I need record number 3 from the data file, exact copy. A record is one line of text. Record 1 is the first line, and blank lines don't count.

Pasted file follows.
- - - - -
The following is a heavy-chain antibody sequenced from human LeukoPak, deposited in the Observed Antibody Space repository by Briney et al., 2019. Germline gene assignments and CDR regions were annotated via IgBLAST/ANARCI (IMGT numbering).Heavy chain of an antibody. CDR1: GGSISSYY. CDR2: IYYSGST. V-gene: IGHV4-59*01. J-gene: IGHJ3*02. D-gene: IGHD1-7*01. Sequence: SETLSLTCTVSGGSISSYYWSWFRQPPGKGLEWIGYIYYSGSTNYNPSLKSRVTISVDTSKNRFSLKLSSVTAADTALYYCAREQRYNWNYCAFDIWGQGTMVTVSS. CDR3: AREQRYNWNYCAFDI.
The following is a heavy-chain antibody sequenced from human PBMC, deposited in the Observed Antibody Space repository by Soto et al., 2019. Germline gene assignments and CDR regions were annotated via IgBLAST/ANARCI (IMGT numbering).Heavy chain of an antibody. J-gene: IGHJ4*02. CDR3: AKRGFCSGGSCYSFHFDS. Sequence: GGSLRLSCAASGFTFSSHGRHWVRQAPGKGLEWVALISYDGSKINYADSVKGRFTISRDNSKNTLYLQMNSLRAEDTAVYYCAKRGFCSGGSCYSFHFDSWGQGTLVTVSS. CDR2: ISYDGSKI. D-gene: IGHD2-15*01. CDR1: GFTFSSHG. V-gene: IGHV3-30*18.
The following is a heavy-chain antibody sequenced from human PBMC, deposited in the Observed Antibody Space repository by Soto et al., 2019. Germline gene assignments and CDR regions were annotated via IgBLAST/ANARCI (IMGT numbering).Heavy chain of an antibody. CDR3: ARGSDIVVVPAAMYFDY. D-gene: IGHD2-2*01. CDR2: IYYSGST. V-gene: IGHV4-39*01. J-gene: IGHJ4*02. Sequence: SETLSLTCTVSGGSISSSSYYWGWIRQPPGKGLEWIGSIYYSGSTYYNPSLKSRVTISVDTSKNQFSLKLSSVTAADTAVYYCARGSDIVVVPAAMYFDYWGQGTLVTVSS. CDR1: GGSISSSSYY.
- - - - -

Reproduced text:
The following is a heavy-chain antibody sequenced from human PBMC, deposited in the Observed Antibody Space repository by Soto et al., 2019. Germline gene assignments and CDR regions were annotated via IgBLAST/ANARCI (IMGT numbering).Heavy chain of an antibody. CDR3: ARGSDIVVVPAAMYFDY. D-gene: IGHD2-2*01. CDR2: IYYSGST. V-gene: IGHV4-39*01. J-gene: IGHJ4*02. Sequence: SETLSLTCTVSGGSISSSSYYWGWIRQPPGKGLEWIGSIYYSGSTYYNPSLKSRVTISVDTSKNQFSLKLSSVTAADTAVYYCARGSDIVVVPAAMYFDYWGQGTLVTVSS. CDR1: GGSISSSSYY.